Published on
October 29, 2015
Review Author(s)
Product / Stock #
Base Kit
Any F6F with Early Armament
Company: Master Model - Website: Visit Site
Provided by: Master Model - Website: Visit Site

Over the past few years, Master has established itself as a quality provider of turned-metal aftermarket details for ships, armor, and aircraft. Their latest set of new releases cover the F6F Hellcat, providing welcome metal details for three variants in three major scales. The detail set under review today covers the F6F Hellcat’s early armament configuration, six .50 cal Browning barrels with drilled cooling jackets visible, in 1/72 scale.

Most Hellcats were equipped with six .50 cal machine guns mounted three per wing. The three guns mounted in each wing were staggered, with the innermost sitting forward of the middle gun and the outermost sitting aft, thus the barrels were staggered when viewed at the leading edge of the wings. In fact, the outermost barrels on each wing were not visible, residing inside a blast tube that ends flush with the leading edge. In 1/72 scale, the .50 cal machine guns found on the Hellcat are diminutive, and regardless of which manufacturer’s kit you select to build, the gun barrels and blast tubes included are featureless rods, at best. Careful drilling may allow the tips to be drilled out, but this will still fail to capture the complexity of the barrels.

Master’s set is an ideal upgrade for Hellcats equipped with the early style of armament depicted in this upgrade. This set consists of six turned-brass parts, representing the fitment of each of the three machine guns mirrored on both wings, and a small instruction sheet. As the barrel of the outermost guns are not visible, Master provides a drilled-out brass rod to represent the blast tube they are mounted in. Unlike the later style of covered barrels, the barrel tip and the cooling jacket appear as distinctly separate parts. To recreate this, the four inner barrels feature very fine metal work to depict the step between the outer jacket and inner barrel. The small barrel ends are not drilled out, however, they do have a slight depression that should stand out with a wash. On the innermost barrels, extremely fine holes are drilled into the side of the barrel to further create the look of a cooling jacket. Although the cooling jackets are not separate pieces, as found in the larger scale sets, the innermost barrels still look fantastic.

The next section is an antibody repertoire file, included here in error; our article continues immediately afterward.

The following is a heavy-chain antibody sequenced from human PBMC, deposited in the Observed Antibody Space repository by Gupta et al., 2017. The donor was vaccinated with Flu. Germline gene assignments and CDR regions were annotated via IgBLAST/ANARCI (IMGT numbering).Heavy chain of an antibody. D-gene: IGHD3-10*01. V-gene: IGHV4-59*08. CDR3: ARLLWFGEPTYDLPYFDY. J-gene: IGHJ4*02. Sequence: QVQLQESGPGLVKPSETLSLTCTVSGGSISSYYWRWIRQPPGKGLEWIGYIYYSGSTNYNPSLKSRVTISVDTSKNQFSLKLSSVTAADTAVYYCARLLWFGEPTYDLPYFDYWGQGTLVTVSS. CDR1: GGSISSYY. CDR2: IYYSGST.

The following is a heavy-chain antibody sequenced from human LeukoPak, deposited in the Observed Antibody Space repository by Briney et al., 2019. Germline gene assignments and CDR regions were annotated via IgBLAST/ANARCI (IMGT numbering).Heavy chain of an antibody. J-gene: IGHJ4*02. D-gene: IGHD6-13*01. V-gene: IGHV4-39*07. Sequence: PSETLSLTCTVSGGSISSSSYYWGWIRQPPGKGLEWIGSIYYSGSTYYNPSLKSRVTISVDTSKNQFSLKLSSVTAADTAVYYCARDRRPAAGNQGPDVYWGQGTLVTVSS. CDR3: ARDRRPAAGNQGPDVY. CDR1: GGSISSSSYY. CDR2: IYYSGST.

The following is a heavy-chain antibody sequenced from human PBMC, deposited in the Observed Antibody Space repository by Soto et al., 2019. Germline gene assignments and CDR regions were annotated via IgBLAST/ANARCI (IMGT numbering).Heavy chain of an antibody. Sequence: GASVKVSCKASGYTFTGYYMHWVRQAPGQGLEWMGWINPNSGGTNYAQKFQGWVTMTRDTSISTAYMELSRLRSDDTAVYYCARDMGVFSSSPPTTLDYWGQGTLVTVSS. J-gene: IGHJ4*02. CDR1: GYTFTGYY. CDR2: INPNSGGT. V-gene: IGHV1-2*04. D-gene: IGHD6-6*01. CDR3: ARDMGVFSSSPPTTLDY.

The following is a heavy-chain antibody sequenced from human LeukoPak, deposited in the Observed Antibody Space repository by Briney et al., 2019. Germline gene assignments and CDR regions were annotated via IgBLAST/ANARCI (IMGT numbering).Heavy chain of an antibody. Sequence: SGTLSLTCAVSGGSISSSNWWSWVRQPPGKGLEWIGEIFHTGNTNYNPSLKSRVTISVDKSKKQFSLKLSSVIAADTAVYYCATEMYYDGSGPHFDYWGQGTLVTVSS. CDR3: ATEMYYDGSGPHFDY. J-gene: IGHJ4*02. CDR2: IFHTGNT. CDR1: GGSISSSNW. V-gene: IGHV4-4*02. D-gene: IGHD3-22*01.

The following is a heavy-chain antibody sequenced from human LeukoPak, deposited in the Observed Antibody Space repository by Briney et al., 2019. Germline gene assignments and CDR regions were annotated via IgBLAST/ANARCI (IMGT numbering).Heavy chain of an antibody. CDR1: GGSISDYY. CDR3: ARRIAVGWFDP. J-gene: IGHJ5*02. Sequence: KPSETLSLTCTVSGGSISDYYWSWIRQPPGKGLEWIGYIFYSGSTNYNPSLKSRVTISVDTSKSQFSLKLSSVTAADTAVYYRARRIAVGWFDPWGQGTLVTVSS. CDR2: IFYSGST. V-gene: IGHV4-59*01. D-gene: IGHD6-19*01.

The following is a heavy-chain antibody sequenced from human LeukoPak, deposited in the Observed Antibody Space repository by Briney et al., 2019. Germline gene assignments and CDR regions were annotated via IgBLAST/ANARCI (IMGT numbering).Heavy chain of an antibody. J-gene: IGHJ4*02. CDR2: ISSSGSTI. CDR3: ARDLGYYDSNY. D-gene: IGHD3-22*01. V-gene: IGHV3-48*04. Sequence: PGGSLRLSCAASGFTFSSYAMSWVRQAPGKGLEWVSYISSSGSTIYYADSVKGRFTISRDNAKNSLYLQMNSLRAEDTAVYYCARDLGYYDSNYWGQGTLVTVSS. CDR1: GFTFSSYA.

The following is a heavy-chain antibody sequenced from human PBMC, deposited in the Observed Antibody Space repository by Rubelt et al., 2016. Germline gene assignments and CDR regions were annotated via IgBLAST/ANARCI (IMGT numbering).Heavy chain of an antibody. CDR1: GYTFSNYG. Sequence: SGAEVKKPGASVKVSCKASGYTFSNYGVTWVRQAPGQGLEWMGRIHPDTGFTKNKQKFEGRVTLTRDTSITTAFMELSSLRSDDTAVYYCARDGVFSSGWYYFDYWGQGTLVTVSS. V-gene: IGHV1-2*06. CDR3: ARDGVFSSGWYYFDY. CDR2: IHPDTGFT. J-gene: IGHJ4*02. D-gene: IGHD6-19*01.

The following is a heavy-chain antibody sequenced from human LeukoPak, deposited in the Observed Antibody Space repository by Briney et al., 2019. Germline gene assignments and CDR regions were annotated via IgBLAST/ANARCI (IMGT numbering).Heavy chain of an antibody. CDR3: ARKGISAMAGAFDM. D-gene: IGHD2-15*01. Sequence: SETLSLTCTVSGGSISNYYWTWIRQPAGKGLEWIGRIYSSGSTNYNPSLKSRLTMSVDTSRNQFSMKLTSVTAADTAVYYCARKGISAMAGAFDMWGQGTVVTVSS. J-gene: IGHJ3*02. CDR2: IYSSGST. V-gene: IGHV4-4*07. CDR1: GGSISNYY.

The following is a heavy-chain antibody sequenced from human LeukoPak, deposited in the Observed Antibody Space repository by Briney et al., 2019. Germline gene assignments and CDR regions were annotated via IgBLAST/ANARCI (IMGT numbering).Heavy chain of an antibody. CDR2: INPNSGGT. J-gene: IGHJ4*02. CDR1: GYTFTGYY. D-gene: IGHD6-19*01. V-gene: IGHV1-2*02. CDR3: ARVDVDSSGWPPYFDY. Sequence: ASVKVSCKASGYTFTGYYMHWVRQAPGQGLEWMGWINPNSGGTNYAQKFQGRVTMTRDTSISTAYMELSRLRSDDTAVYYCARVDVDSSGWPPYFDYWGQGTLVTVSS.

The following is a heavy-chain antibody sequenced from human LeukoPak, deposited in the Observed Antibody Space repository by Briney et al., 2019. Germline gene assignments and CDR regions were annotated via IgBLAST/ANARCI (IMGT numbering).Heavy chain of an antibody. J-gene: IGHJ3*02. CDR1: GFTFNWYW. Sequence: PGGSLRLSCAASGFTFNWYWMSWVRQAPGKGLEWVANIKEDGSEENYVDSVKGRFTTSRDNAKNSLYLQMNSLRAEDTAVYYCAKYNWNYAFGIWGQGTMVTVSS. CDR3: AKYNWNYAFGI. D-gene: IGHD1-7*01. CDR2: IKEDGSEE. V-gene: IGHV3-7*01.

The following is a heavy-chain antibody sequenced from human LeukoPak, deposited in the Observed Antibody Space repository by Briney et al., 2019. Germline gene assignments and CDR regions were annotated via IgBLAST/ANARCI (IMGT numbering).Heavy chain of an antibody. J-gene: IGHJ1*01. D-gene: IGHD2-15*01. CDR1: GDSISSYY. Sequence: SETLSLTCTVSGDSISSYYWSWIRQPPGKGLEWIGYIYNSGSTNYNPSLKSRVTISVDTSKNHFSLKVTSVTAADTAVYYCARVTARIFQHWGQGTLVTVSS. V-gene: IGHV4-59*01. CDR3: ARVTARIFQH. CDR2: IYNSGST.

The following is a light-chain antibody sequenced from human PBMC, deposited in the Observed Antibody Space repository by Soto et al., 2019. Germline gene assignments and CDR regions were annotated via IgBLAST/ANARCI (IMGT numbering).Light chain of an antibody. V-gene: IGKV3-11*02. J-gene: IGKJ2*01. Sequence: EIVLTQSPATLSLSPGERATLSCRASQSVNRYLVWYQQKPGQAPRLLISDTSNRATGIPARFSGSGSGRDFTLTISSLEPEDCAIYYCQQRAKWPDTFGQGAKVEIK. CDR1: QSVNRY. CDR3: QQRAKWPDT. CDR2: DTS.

The set’s instructions include a small photo of a WWII Hellcat with .50 cal. cooling jackets visible, a diagram to help ensure proper placement of the various barrel lengths, and metric measurements to aid in mounting the barrels. While no details are provided on which Hellcats used the early style of armament in the instructions, your references should help you determine if this set, or Master’s late-style F6F-5 armament set (AM-72-087), are appropriate for your own build.

I compared Master’s set to the gun barrels found in Eduard’s fantastic 1/72 scale F6F-3 Weekend Edition kit. Eduard provides the three plastic barrels for each wing attached to a single mounting plug, which fits securely between the wing halves. Mounting the Master replacements should be as easy as cutting off the mounting plug’s plastic barrels and drilling holes for the Master barrels. Thanks to the mounting plug providing a solid backing, I would plan on test fitting the Master parts without glue after drilling the holes and only affixing them permanently during the Hellcat’s final assembly, after the model was painted. Other kits may require the barrels to be mounted earlier, simply to avoid losing the small parts inside a completed wing!

As is typical with all Master products I’ve used and reviewed, this early armament Hellcat set is a real gem. It’s simple and straightforward to use while also providing an amazing level of detail. I’d highly recommend the set for anyone building a Hellcat in 1/72 scale. The detail is beyond what one can create, even with a steady hand, and these small touches help any build stand out!

My thanks to Master for providing these detail parts for review and my thanks to the IPMS Reviewers’ Corps for the chance to review the set.


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